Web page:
Sunday, May 13, 2007

A light in the darkness

The painting reproduced above is "An Experiment on a Bird in the Air Pump," by Joseph Wright of Derby. (You can click to enlarge.)

Wright is a secondary figure in the history of British art, overshadowed now as in his own time by the likes of Reynolds and Gainsbourgh. But two of his paintings secure his place in our affections. This is one of them. The other is "A Philosopher Giving a Lecture on the Orrery" (see below).

The paintings are significant in British art for their use of indirect artificial illumination. In "The Air Pump," the light source is obscured by a liquid-filled jar. In "The Orrery," the source of light is hidden by a youngster who leans over the table. In both paintings we see the light reflected in the faces of the spectators and in the gleaming brass, wood, and glass of the scientific equipment being demonstrated.

Wright's paintings combine realism and romanticism in a way that anticipated much of 19th century art. The Air Pump, for example, is dated 1768, but has the look of a Victorian set piece from a century later.

"The Air Pump" and "The Orrery" are also important documents in the history of science. They give visual expression to the new popular enthusiasm for empirical science.

In "The Air Pump," a natural philosopher demonstrates the properties of the vacuum to a small middle-class audience of adults and children. The vacuum is produced by a hand-operated pump. The two halves of a Magdeburg sphere lie on the table, suggesting that the force of air pressure has already been demonstrated. In this classic experiment, the halves of the sphere are placed together without being mechanically connected in any way, like two cupped hands. The air inside is evacuated, then someone in the audience is invited to pull the halves apart. The sphere is held tightly closed by the pressure of the air outside.

Now it's time to observe life's vital need of air. A white bird, a cockatoo, has been placed in a glass globe, and the globe evacuated. The bird falters. We are admitted to the scene at the moment when the bird will either expire or be allowed to revive by the compassion of the demonstrator -- whose hand is delicately poised on the valve that will readmit the air.

The demonstrator has the piercing eyes, disarrayed hair, and demonic stare of an archmagician. He looks straight out of the picture, inviting us into his audience, as if saying, "Look, by my knowledge of the secrets of nature I possess the Godlike power to withdraw life or to restore it." This central figure of Wright's painting bears a striking resemblance to Isaac Newton, whose commanding achievements continued to dominate British science even in Wright's time, a half-century after the great physicist's death.

To the right of the apparatus, a gentleman of the newly-prosperous English midlands urges his daughters to look and be edified by the experiment. Frightened, they turn away from the bird's plight. This earnest father might stand in for Josiah Wedgewood, ceramics manufacturer, or Erasmus Darwin, physician and grandfather of Charles Darwin, or any of the other members of the Lunar Society, a group of curious, inventive men who came together each month in Birmingham on the night of the full moon, when travel over rough and dangerous roads was made relatively safer by moonlight. The group included Joseph Priestly, the discoverer of oxygen, John Wilkinson, ironmaker, John Baskerville, printer, William Small, astronomer, Benjamin Franklin, diplomat and physicist, and James Brindley, civil engineer. Together they considered the potential of science for transforming society. These were the men who made the Industrial Revolution. They were Joseph Wright's patrons, and not by chance did the artist of "The Air Pump" place a full moon outside the window.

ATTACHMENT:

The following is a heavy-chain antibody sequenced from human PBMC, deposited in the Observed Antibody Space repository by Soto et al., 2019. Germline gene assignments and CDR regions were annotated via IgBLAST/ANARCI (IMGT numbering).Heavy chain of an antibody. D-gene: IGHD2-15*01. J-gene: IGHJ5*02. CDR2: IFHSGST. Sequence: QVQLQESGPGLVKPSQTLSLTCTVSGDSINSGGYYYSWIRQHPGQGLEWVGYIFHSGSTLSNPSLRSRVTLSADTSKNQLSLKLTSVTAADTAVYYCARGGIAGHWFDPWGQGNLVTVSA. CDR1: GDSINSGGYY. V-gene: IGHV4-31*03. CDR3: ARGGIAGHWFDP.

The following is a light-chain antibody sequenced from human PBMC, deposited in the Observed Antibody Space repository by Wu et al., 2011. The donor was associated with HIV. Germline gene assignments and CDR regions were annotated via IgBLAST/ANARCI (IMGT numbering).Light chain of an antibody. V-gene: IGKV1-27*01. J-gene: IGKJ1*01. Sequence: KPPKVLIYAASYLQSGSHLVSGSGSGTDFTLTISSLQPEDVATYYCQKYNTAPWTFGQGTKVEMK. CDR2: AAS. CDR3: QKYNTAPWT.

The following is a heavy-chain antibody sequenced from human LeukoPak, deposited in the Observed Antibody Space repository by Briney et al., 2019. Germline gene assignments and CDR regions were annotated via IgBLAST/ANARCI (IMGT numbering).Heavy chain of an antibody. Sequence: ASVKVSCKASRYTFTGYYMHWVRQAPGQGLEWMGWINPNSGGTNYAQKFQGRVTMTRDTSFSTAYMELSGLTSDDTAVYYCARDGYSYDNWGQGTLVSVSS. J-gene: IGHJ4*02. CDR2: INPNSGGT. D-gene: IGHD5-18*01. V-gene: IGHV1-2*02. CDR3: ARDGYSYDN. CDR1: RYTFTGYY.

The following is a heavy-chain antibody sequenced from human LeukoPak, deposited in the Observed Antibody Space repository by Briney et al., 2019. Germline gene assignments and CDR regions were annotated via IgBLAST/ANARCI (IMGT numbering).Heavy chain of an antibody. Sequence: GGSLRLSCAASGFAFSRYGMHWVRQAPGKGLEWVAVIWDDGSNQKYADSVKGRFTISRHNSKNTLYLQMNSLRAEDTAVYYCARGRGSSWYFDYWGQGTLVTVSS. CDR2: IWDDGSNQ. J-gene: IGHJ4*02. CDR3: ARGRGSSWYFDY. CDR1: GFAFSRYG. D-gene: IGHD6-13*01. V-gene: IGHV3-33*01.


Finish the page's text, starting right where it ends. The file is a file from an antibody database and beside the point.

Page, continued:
At the left of the painting, three young men watch in rapt fascination as the natural philosopher manipulates the very air we breathe (one of them is timing the bird's struggle with a pocket watch). It is not hard to imagine among these curious onlookers James Watt, perfecter of the steam engine, who understood better than anyone else the potential of air and vacuum to drive machinery, or Matthew Boulton, his entrepreneurial partner. The Watt-Boulton engine, which appeared in 1776, was similar in design or construction to the air pump on the table, although very much larger. Watt and Boulton too were members of the Lunar Society.

In 1768, the year of Wright's painting, the grand forces of nature, described scientifically in the age of Newton, were still mostly subjects for quaint demonstrations in rented rooms by roving philosopher-magicians. But within the audiences were the men who would turn the forces of nature to practical use, first in Britain, then on the continent and in America. In Joseph Wright's painting "The Air Pump" we stand on a cusp of history, the nexus between the Scientific and Industrial Revolutions.

But who is the fellow seated at the right, chin on hands, oblivious to the cockatoo's struggle? He seems to be morosely considering the candle-obscuring jar of liquid, which contains a partly decayed skull. It would be wonderful to know what thoughts Joseph Wright of Derby imagined in this man's mind, what doubts, what anxieties, as from the moment of historical balance so brilliantly evoked by the composition of the picture, the world tumbles pell-mell into a brave new future.

Discuss this essay and more over on the Science Musings Blog.